“Love your enemies, for they tell you your faults.” – Benjamin Franklin
In 218 BCE, during the Second Punic War, the great Carthaginian general Hannibal led his army from modern-day Spain all the way to Italy and toward Rome, in one of the most famous military achievements in history. As the troops neared the daunting peaks of the Alps, Hannibal’s generals warned him they would not be able to cross the mountain range with the horses and elephants they brought with them. Refusing to be deterred, Hannibal responded with the quote above: “Aut inveniam viam aut faciam.” He and his troops forged their own path across the mountains, and continued their march through Italy.
With these simple words, author, activist, and spiritual leader Marianne Williamson exposes the very heart of empathy and compassion. It’s easy to let feelings of anger, blame, or judgment cause animosity with others. But if we take a moment to analyze the behavior of those around us, Williamson suggests, we’re likely to notice that they are either acting out of love or the deeply human fear of living without it.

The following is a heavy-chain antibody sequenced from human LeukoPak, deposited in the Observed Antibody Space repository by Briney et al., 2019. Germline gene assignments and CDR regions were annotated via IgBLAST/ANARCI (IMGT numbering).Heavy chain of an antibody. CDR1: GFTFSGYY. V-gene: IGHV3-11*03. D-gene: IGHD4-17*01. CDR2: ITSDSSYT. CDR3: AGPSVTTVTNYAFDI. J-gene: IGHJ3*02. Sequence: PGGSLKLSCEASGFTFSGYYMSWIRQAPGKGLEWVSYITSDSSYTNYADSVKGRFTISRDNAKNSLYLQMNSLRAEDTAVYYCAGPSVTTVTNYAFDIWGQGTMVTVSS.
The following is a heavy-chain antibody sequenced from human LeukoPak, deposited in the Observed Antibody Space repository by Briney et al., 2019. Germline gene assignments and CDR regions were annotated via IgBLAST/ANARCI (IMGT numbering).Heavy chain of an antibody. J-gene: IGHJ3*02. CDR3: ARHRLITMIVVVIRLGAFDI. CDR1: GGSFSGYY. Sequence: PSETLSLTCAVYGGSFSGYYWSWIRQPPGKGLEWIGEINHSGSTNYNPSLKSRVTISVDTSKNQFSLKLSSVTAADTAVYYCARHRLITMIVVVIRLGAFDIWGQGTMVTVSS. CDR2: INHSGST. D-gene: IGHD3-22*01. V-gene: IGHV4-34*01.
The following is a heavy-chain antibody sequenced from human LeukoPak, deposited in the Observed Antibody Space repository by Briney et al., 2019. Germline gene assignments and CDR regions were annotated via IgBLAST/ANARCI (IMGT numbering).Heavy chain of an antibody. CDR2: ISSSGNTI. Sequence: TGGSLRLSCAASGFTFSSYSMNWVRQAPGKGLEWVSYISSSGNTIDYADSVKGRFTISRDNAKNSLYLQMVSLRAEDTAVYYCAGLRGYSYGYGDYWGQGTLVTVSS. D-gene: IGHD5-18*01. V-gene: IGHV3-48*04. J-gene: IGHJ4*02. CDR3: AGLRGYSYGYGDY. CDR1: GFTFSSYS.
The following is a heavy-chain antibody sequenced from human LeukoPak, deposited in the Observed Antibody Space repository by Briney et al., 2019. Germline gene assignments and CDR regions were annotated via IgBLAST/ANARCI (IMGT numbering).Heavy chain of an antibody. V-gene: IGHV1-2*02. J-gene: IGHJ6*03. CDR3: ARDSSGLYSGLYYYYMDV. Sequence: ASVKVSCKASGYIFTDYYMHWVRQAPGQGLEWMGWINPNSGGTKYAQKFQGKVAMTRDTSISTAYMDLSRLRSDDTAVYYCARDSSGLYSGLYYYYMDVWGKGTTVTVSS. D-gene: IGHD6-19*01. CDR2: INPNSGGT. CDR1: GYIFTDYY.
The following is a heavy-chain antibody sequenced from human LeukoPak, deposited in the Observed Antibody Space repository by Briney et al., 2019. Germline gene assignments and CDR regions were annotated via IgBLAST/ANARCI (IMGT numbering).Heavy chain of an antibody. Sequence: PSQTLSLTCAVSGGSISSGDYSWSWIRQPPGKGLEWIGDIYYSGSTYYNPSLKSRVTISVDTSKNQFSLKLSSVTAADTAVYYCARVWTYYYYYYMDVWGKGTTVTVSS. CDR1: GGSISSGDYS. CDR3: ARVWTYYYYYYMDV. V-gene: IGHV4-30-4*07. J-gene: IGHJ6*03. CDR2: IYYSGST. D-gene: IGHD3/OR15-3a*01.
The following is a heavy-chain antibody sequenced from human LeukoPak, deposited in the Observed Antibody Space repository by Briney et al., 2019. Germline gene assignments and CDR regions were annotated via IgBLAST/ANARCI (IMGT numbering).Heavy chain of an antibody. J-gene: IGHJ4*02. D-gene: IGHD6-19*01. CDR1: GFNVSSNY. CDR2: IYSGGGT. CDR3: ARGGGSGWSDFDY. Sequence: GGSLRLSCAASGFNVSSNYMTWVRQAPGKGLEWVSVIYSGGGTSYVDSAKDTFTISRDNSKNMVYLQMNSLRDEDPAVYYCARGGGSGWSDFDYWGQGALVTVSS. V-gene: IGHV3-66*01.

For all the despair, the hope, the disappointment, the sheer joy of triumphant, the pain, the emotional loss, the unexpected and the incomprehensible shortness of life, for all of the mysteries of life that leaves humanity grasping for answers – my God what is the purpose of it all?
Honestly, if I were two-faced, would I be showing you this one? – Abraham Lincoln
This self-deprecating comment is perhaps the most famous Lincoln one-liner from the Douglas debates. Lincoln made the quip in response to Douglas’ accusation that he was two-faced.
“Shoot me, for if I am an uglier man than you I don’t want to live.” – Abraham Lincoln
“It is a fair, even-handed, noble adjustment of things, that while there is infection, disease and sorrow, there is nothing in the world so irresistibly contagious as laughter and good humor.”